The Democratic candidate for an open Senate seat in Missouri, Lucas Kunce, echoed the sentiment in an interview with Vox. “They had voted for it the first time, they changed because they want to protest a separate bill is what I understand,” he said. Kunce served three tours in Iraq and Afghanistan as a Marine officer and was deployed in Iraq where he was stationed near a burn pit and developed a post-nasal drip due to his exposure.
Republicans’ decision to oppose the bill has been met with massive backlash; veterans activist and former television host John Stewart has made numerous appearances calling on the GOP to return to backing the bill, including on Fox News. Veterans and their allies have also protested continually in front of the Capitol. The protests and publicity are challenging the traditional narrative that the Republican Party stands by US troops. Acknowledging the public pressure, McConnell told NBC’s Ali Vitali, “Yeah, it’ll pass this week” on Monday.
What the PACT Act is, and why it matters
The Sergeant First Class Heath Robinson Honoring Our Promise to Address Comprehensive Toxics Act, otherwise known as the PACT Act, was introduced in June by Rep. Mark Takano (D-CA), who chairs the House Committee on Veterans Affairs, with the aim to address and fund health care, research, and other matters related to veterans who were exposed to toxic substances, including burn pits — large trenches dug to burn and dispose of sewage, medical waste, and other trash — during their service.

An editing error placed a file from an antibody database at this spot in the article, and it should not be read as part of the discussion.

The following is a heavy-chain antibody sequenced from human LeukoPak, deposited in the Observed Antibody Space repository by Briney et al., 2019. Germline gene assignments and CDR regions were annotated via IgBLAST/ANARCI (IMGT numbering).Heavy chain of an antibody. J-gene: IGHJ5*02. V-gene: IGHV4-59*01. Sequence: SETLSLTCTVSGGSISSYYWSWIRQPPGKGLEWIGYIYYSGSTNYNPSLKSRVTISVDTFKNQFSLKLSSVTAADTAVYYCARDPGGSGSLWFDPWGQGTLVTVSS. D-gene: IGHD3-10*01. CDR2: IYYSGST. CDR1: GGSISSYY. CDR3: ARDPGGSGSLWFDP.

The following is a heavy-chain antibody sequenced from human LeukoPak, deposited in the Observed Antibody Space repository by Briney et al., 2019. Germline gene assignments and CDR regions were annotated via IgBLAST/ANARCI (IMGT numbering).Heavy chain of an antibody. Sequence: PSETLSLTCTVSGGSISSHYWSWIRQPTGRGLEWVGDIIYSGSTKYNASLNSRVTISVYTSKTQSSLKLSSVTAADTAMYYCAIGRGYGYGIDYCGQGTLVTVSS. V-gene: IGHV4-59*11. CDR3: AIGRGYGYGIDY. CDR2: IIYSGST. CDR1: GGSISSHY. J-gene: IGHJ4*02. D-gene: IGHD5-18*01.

The bill contains two major components: a grace period for veterans who served near burn pits to get medical care, and a policy that tells the VA how to approach certain illnesses and cancers. Veterans would not have to prove that their illnesses are directly related to burn pit exposure to receive disability payments and assistance. Currently, more than 70 percent of disability claims related to burn pit exposure are denied by the VA due to veterans’ inability to prove their illnesses or cancers are linked to exposure to burn pits.
Cancers and other issues alleged to be related to burn pits can come years later, as happened to Sgt. Heath Robinson, whom the bill is named after. Robinson died in 2020 of a rare lung cancer he attributed to smoke exposure during his deployment in Iraq in 2006 and 2007.
Kunce said he felt that many in the armed services assumed they wouldn’t be put in such a harmful situation. “[It was] probably a dumb assumption to make, but … you gotta trust the system, first of all,” Kunce said. “Second of all, you’ve got no choice, right? I mean, you’re there, there’s nothing else you could do.”
Robinson’s wife Danielle, an advocate for burn pit exposure victims who have been denied benefits, attended Biden’s State of the Union address earlier this year. In his speech, Biden laid out his support for enhancing veterans’ benefits as part of his so-called bipartisan “unity agenda” which, among other things, focuses on the commitment to veterans by delivering on promises made regarding health care, mental health, and homelessness.
The PACT Act is part of a broader conversation that’s happening over veterans’ rights. In June, the Supreme Court ruled in a 5-4 decision in favor of a veteran whose case was related to burn pit exposure in Torres v. Texas Department of Public Safety. The ruling allowed US Army veteran Le Roy Torres to sue the state of Texas after losing his job due to an injury he received while serving.
A vote on the legislation should happen this week, and, as McConnell suggested, it is expected to pass, regardless of what happens with Toomey’s amendment. If it were to fail, the GOP would again find itself at the center of protests and accusations the party would like to avoid ahead of the midterms.
Update, August 2, 12:30 pm: This story has been updated to include new information about a Senate vote on this legislation.